Sign of the times

[RIM] said on Tuesday that it will launch its new Mobile Fusion device management software in the first quarter, allowing corporate IT staff to set and monitor rules for passwords, apps and software on a range of devices, including Apple’s iPad and iPhone, and smartphones using Google’s Android operating system.

via RIM to offer security features on iPhone, Androids | Reuters.

If you don’t read Asymco, I highly recommend doing so. Horace Dediu and Dirk Schmidt do an excellent job of piecing together the mobile industry numbers: sales, revenue, profit, market share, platform stickiness. Data analysis done carefully, thoughtfully, and in recognition of the limitations[*] of forecasting.

One clear trend emerging from Asymco’s analysis: RIM is in trouble. These days it’s hard to find anyone who will argue against that proposition, but when Horace first began beating the drum, it was a much more controversial assertion. Sales and profit were still growing, but the growth curves did not match the overall industry’s.


For RIM to actively market itself as an enterprise vendor of MDM (mobile device management) products for other companies’ mobile devices is a reflection of both their strength and their weakness. Clearly, big business still relies heavily on BlackBerry devices, but BYOD (bring your own device) and tablet computing both play well to Apple’s strengths and RIM’s weaknesses. RIM, I believe, is making a smart bet that they can remain in place as an enterprise support vendor even if their traditional customers rely less on them for smartphones. Managing mobile devices is hard, and RIM has a strong track record to point to.

One (extremely unlikely) way RIM could make a major dent in new corporate mobility paradigm is to hijack both Android and Apple devices to make them behave more like BlackBerry smartphones. In either case it would take significant under-the-hood changes that Apple in particular would object to, but the recent progress developers have made in creating Siri proxies without jailbreaking the iPhone 4S hints at what RIM could do to make iPhones plug into the BES ecosystem, which I think many large companies would be interested in.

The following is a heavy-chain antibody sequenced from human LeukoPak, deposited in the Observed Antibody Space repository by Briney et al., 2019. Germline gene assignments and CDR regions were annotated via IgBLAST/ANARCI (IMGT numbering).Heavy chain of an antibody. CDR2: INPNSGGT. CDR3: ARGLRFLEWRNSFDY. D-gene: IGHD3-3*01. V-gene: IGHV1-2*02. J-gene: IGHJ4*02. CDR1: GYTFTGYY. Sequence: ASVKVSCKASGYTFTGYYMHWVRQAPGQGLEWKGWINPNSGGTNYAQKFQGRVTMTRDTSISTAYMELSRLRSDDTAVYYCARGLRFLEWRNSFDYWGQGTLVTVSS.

Ask Novell how challenging it is to maintain market and mindshare when big business decides your competition is “good enough,” and easier to buy and use. If they can pull a rabbit out of their hat with future mobile devices that businesses and consumers really want, they can remain a significant force in the device manufacturing space. If not, I think they’re destined for an IBM-like transition to services, albeit as a much smaller company than either IBM or RIM today.


* Horace likes to point out how bad the industry analysts are at predicting the future, and tends to be very conservative in his own prognostications.

Examples of his reviews of questionable analysis:

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